China and the U.S.: The Next Two Years for Institutional Investors
A lot can happen in two years. Look what just happened in the final five months of 2016. Even the most sophisticated of financial pundits and asset manager CEOs were hard pressed to believe a Trump rally would actually occur in late October 2016 given the momentous news cycle of 2016.
Chief investment officers, both public and private, are re-evaluating asset allocation strategies, given the probability of more rate increases by the Federal Reserve. Is this the beginning of the end of the low-yield world? With animals spirits released by the promise of U.S. tax reform and more deregulation, mid-cap U.S. stocks appear to be the clear beneficiaries so far. Adding China into the mix, how will the world’s largest exporter behave in a rising U.S. economy?
Both China and the U.S. have their own issues that have been covered in several industry white papers. Encouraging Chinese trade statistics, although questionable by some market technicians, recently helped stabilize market confidence, along with intervention from Chinese state actors. China is also on the precipice of allowing more foreign capital into various markets such as mainland Chinese equities and bonds. At the moment, China is far from a hard landing due to its massive foreign reserves and expansive monetary toolkit; however, skeptics point out the risks of credit-fueled growth and rising debt with consumers. The country has cracked opened up their bond markets, fulfilling a level of institutional investor demand. If China can expand liquidity in its capital markets, the risk of “hard landing” could dramatically decrease.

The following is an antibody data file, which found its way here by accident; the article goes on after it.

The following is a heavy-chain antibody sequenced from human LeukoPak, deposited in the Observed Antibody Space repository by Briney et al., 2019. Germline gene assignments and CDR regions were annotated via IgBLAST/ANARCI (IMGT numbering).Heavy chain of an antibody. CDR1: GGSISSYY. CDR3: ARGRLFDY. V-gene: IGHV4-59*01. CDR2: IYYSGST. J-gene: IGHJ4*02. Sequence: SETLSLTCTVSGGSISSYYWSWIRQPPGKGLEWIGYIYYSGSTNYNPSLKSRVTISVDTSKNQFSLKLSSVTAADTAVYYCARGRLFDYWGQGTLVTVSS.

What has changed in the last months? Despite North Korea being more provocative toward its neighbors and the U.S., America and China are now both moving toward “country-first” policies. After decades of subsidizing other economies, a Trump presidency has signaled a stark change in how the U.S. will manage its finances, instead of “paying for everyone’s dinner.” In effect, the U.S. government, as a world superpower, has provided military support for many Western nations (Germany, South Korea, Japan, etc.), thus allowing those economies to move other monetary resources toward other industries. [ Content protected for Sovereign Wealth Fund Institute Standard subscribers only. Please subscribe to view content. ]
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